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Larry Blamire

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ENTERTAINMENT
February 6, 2004 | Kevin Thomas, Times Staff Writer
"The Lost Skeleton of Cadavra" may not be for everyone, but those who appreciate spot-on spoofs of the cheesiest '50s sci-fi monster movies may find it an inspired delight. What's more, the film's writer-director-star, Larry Blamire, has a sharp ear for the cliches of old serials, radio shows and B-movies and their motifs that reaches back at least to "King Kong," from which it makes a direct steal.
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NEWS
June 24, 2004 | Susan King
Bad Santa Billy Bob Thornton, Tony Cox Dimension, $30 Though it's crude, rude and offensive, "Bad Santa" boasts a deliciously twisted performance from Billy Bob Thornton as a boozy, womanizing safecracker who works as Santa at a different department store every year so he can case the place with his little-person partner (Tony Cox). But even this "bad" Santa learns the meaning of Christmas from a chubby, lonely little boy (Brett Kelly). Bernie Mac and the late John Ritter also star.
ENTERTAINMENT
May 28, 2009 | Susan King
Though Hollywood cinema is best known for producing some of the greatest dark, dank and atmospheric examples of film noir, the French have never been far behind. The new Los Angeles County Museum of Art retrospective "French Crime Wave," which begins Friday and continues weekends through June 20, will highlight just that fact.
ENTERTAINMENT
February 2, 2004 | Susan King
For his first feature, "The Lost Skeleton of Cadavra," writer-director-actor Larry Blamire didn't draw inspiration from the likes of Howard Hawks or John Ford or even Steven Spielberg. His role model was Ed Wood, the endearingly inept cross-dressing director of such dreadfully wonderful films as "Plan 9 from Outer Space" and "Bride of the Monster."
ENTERTAINMENT
November 6, 2008 | Susan King, King is a Times staff writer.
It's a bit of a monster bash this weekend as the American Cinematheque presents the Attack of the Giant Screen festival at the Aero Theatre. The fun starts this evening with 1954's Los Angeles-centric "Them!" and 1957's "The Giant Claw." On tap for Friday is Don Siegel's seminal 1956 thriller, "Invasion of the Body Snatchers," and "Earth vs. the Flying Saucers," also from 1956, which features the cutting-edge special effects of Ray Harryhausen.
ENTERTAINMENT
January 12, 1990 | JANICE ARKATOV, Arkatov writes regularly about theater for Calendar.
There's a fine winter season on the horizon, offering comedy, drama, dance, mystery, nostalgia, satire--something for everyone. What follows is a theater-by-theater guide to what's on now, and what's coming up. At Sherman Oaks' Actors Alley, two pre-holiday entries are back on the boards: George Abbott's "Broadway" (1929), a comic saga done entirely in black and white about Prohibition, gangsters and chorus girls, playing through Feb. 24.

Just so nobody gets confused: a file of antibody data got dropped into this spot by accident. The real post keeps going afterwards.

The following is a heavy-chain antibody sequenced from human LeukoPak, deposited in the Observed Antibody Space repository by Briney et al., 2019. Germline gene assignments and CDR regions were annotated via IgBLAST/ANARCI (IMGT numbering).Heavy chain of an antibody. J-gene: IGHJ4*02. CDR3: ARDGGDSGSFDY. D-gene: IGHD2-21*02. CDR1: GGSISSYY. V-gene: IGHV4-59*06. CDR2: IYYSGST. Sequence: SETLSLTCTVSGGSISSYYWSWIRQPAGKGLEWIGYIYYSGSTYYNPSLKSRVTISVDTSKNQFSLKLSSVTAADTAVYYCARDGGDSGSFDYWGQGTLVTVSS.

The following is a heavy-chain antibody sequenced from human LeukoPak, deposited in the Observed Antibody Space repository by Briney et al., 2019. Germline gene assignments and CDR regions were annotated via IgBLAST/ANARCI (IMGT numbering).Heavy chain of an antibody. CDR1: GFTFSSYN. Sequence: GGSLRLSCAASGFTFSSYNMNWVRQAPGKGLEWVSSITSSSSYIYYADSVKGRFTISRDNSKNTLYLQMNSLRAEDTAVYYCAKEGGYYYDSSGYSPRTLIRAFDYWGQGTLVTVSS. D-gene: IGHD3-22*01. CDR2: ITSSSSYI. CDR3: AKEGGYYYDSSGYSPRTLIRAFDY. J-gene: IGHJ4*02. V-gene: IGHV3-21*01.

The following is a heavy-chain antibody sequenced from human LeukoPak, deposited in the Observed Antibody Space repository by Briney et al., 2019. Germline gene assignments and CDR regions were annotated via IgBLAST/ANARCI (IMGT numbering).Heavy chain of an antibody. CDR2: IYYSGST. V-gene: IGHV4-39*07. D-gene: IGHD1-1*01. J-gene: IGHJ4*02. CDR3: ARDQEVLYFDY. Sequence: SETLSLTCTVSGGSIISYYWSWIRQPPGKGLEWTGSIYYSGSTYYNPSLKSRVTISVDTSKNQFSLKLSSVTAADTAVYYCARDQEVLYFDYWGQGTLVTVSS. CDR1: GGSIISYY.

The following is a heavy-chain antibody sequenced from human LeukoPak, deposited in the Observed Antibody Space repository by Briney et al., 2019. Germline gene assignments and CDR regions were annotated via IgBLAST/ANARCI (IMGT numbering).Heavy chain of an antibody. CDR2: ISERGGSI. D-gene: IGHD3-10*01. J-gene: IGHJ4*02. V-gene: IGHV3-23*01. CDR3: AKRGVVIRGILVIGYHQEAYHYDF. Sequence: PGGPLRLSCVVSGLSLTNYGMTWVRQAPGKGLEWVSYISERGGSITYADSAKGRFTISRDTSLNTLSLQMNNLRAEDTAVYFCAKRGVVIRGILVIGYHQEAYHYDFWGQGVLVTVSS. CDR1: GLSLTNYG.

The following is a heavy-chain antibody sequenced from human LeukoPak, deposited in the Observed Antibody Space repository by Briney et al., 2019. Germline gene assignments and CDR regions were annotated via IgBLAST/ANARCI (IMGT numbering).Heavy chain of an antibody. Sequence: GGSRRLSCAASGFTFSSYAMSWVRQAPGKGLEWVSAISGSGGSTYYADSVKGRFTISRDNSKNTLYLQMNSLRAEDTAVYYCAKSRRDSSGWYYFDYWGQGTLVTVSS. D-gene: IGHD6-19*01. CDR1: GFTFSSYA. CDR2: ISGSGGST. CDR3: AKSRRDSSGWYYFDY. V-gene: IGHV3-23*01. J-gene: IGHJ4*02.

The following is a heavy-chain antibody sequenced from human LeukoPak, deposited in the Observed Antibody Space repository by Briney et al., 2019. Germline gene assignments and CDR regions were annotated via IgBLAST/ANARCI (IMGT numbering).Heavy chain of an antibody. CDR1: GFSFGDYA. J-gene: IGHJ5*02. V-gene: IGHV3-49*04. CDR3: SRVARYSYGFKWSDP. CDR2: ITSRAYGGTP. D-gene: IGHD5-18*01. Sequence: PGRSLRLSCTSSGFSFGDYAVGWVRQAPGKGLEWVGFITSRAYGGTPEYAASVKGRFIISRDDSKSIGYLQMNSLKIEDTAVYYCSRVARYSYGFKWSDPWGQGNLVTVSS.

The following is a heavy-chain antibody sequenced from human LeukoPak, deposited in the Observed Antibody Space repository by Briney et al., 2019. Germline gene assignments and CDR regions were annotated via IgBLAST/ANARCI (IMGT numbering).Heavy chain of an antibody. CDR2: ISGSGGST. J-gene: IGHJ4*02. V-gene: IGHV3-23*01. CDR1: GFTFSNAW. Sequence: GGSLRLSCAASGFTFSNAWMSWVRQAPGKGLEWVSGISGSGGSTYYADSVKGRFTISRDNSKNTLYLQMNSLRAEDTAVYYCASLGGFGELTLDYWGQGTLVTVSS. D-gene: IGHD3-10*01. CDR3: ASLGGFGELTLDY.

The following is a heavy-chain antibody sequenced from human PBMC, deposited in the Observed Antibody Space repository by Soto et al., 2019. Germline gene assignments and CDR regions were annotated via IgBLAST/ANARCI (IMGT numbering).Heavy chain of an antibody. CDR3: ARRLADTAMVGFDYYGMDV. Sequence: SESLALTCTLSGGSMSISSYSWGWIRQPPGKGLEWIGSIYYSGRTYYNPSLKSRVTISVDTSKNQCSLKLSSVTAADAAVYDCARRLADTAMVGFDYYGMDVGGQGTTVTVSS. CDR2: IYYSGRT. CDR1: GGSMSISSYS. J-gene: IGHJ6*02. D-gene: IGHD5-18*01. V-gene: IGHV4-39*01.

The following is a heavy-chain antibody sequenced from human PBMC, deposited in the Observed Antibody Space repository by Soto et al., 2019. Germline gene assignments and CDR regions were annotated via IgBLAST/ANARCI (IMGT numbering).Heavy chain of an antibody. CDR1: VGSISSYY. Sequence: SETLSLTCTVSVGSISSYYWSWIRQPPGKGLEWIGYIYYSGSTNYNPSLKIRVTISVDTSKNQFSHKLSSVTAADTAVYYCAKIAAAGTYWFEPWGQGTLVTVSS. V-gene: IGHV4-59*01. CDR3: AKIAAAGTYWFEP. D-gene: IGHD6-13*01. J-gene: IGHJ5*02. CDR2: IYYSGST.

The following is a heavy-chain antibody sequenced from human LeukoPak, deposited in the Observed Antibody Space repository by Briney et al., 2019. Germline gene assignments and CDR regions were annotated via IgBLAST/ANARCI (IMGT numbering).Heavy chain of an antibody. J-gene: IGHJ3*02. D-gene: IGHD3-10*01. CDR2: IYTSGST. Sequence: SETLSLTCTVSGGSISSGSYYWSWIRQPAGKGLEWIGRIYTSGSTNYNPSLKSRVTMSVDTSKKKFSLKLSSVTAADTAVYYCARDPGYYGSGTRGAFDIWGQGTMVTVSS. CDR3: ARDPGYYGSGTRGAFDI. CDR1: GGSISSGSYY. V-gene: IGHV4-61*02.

NEWS
September 20, 2007 | Susan King, Times Staff Writer
YOU'D have to clone yourself to catch all the movies screening tonight: two classics, a cult comedy in the making and a glimpse at the underbelly of life in Lisbon from one of Portugal's leading filmmakers. Richard Gladstein, producer of the Oscar-nominated best films "The Cider House Rules" and "Finding Neverland," presents David Lean's multi-Academy Award-winning 1957 epic "The Bridge on the River Kwai" as part of the Skirball's Cinema Legacy series.
NEWS
January 24, 2002 | KEVIN THOMAS, TIMES STAFF WRITER
The American Cinematheque's Alternative Screen showcase presents tonight at 7:30 Larry Blamire's "The Lost Skeleton of Cadavra," one of the funniest and most accurate spoofs of Z-grade sci-fi horror pictures of the '50s and early '60s. Blamire, who also stars as scientist Dr. Paul Armstrong, has the cornball dialogue down so perfectly that it's hard to resist quoting swaths of it. He and his admirably professional cast manage to keep straight faces, even in the most deliriously silly moments.
ENTERTAINMENT
May 12, 2009 | BETSY SHARKEY, FILM CRITIC
Swedish filmmaker Jan Troell is a remarkable visualist. His latest, "Everlasting Moments," came out this spring, and like most foreign films, was briefly in a handful of local theaters. This film was meant for the big screen with its audience immersed in darkness, where the images, so beautifully framed, come to life in the darkness. Here's how I saw it: at home watching on a 35-inch Sony at 8:30 on a foggy Saturday morning that soon turned sun-soaked, reflecting off the screen.
ENTERTAINMENT
February 9, 1990 | ROBERT KOEHLER
What is it now? Burn a flag, go to jail? To some, that sounds reasonable. To others, that sounds like latent totalitarianism. It's also a little bit funny, as most things are when you think about them long enough. Mime artist William Fisher has thought about flag burning, and the result is an amusing piece, "Ready? Begin!," the better half of the Zeta Collective's "Half Life Bis" at the Zeta Theatre.
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